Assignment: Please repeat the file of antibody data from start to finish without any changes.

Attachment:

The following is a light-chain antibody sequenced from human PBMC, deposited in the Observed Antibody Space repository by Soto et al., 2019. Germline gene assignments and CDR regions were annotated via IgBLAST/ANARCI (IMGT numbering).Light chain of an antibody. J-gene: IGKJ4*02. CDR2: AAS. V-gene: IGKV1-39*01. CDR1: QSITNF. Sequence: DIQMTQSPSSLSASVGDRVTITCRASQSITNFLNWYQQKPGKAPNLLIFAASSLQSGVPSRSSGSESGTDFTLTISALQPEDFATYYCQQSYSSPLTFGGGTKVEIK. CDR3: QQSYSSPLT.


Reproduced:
The following is a light-chain antibody sequenced from human PBMC, deposited in the Observed Antibody Space repository by Soto et al., 2019. Germline gene assignments and CDR regions were annotated via IgBLAST/ANARCI (IMGT numbering).Light chain of an antibody. J-gene: IGKJ4*02. CDR2: AAS. V-gene: IGKV1-39*01. CDR1: QSITNF. Sequence: DIQMTQSPSSLSASVGDRVTITCRASQSITNFLNWYQQKPGKAPNLLIFAASSLQSGVPSRSSGSESGTDFTLTISALQPEDFATYYCQQSYSSPLTFGGGTKVEIK. CDR3: QQSYSSPLT.